Lab Centrifuge concepts and application

The first centrifuge was built by Alexander Prandtl in 1875 as a mean of separating cream from milk. Since then, the laboratory centrifuge developed to be a principal tool in scientific and clinical labs.

The Centrifugation concept and applications:

When an object is put in rotation around an axis, an outward radial force is applied on it. This centripetal force is used to accelerate Sedimentation, a process where denser particles move faster to the bottom, or in a centrifuge, towards an outward direction. This principle is used for several different applications in the modern lab, with the purpose of separating different constitutes within a solution:

  1. Cells centrifugation: When there's a need to transfer cells from one solution to another, it is required to the separate of the media of the cells themselves, which are denser than their solution and therefore sediment in the bottom of a tube, which allows a replacement of the media without loosing the cells. Cells, depending on their size, are usually centrifuged at speeds of 300-500G depending on their size. The higher the speed, the faster and better they sediment, however with the cost of a higher physical stress to the cells which might damage or tear them.

  2. Differential centrifugation: This method, similarly to cells centrifugation, exploits the concept where denser and larger particles sediment faster. Therefore, brief centrifugation cycles are applied to a tube, and between each cycle, the fraction which has sedimented in the bottom of the tube is collected. A common use to this method is in cell lysated, where the different organelles sink in the tube in different rates, and are collected separately between each centrifugation.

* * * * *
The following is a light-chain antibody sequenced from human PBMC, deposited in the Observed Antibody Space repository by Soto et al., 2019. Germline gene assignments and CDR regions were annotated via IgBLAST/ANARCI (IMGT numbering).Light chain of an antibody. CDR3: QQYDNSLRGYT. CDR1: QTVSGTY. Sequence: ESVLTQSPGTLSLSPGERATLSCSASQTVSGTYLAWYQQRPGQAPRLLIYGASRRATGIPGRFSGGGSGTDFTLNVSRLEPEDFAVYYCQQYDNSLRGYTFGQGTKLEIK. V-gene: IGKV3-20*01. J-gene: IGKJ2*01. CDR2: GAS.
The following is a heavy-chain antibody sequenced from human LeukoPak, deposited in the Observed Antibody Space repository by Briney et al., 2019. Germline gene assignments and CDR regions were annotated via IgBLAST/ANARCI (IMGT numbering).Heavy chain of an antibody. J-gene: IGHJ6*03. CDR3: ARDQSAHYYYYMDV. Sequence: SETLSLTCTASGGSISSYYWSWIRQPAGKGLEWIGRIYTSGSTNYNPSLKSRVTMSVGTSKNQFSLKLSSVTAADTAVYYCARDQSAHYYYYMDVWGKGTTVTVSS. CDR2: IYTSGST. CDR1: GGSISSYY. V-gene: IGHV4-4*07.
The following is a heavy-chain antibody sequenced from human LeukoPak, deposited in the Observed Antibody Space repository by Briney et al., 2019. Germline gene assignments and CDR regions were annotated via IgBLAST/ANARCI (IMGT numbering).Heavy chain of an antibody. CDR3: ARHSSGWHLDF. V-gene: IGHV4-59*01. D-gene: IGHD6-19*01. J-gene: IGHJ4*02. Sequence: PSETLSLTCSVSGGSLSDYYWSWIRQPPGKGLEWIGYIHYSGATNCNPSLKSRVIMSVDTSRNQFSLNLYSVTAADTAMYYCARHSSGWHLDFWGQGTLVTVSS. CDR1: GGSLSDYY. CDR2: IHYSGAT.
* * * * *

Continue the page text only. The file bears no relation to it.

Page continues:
3. Ultrafiltration: A method to purify a solution from proteins up to a certain size, depending on the ultrafiltration tube membrane. These tubes use the centripetal force to push a liquid through a semi-permeable membrane. Different cutoff membranes exist in the marker, from 3000 NMWL to 100K NMWL, which allow every protein up to a certain size to pass the membrane into the disposal compartment, leaving a filtered and concentrated solution in the upper part. It is commonly used to purify and study proteins, concentrate viral vectors such as AAV,Retro and lentivirus, and more.

  4. Density gradient separation (Rate-Zonal Centrifugation): This method is mostly used in biology labs to separate tissues and subcellular organelles to their components. Using an application specific dense and viscous medium, particles with different densities are concentrated in defined bands within the gradient medium, which itself has a differential density along the tube. This allows for a better separation of the different components, which are layered in different bands according to their densities. Some methods include a multi layered medium, where the bottom layer is the densest and most concentrated, while the upper layers are lighter. In this case, the particles usually focus on the borderline between the media layers. Of the most popular uses of this concept is whole blood separation to it's different cellular components, which is done by mixing the blood with a dense polysaccharides rich media. In order not to break or mix the different bands that are formed by the centrifugation, a very slow and gradual deacceleration is applied to the tubes, thus maintaining the gentle layers separated.